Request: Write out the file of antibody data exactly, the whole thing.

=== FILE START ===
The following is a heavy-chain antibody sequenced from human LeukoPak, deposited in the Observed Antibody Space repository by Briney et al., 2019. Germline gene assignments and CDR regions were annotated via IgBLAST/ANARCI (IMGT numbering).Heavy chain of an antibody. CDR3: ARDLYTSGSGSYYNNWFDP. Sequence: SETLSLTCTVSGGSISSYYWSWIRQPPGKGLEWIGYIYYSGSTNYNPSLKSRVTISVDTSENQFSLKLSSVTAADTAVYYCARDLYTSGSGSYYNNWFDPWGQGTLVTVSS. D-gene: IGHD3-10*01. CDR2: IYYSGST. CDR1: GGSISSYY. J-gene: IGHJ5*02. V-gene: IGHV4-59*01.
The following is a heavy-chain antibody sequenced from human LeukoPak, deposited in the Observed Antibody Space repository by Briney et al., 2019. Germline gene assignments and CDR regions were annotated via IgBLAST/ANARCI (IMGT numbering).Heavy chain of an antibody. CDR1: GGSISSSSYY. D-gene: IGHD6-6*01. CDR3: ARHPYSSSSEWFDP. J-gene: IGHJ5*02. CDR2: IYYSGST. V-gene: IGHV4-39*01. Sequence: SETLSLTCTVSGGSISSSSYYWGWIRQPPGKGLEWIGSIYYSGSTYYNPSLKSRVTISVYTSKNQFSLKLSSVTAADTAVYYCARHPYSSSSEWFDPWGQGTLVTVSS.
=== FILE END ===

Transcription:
The following is a heavy-chain antibody sequenced from human LeukoPak, deposited in the Observed Antibody Space repository by Briney et al., 2019. Germline gene assignments and CDR regions were annotated via IgBLAST/ANARCI (IMGT numbering).Heavy chain of an antibody. CDR3: ARDLYTSGSGSYYNNWFDP. Sequence: SETLSLTCTVSGGSISSYYWSWIRQPPGKGLEWIGYIYYSGSTNYNPSLKSRVTISVDTSENQFSLKLSSVTAADTAVYYCARDLYTSGSGSYYNNWFDPWGQGTLVTVSS. D-gene: IGHD3-10*01. CDR2: IYYSGST. CDR1: GGSISSYY. J-gene: IGHJ5*02. V-gene: IGHV4-59*01.
The following is a heavy-chain antibody sequenced from human LeukoPak, deposited in the Observed Antibody Space repository by Briney et al., 2019. Germline gene assignments and CDR regions were annotated via IgBLAST/ANARCI (IMGT numbering).Heavy chain of an antibody. CDR1: GGSISSSSYY. D-gene: IGHD6-6*01. CDR3: ARHPYSSSSEWFDP. J-gene: IGHJ5*02. CDR2: IYYSGST. V-gene: IGHV4-39*01. Sequence: SETLSLTCTVSGGSISSSSYYWGWIRQPPGKGLEWIGSIYYSGSTYYNPSLKSRVTISVYTSKNQFSLKLSSVTAADTAVYYCARHPYSSSSEWFDPWGQGTLVTVSS.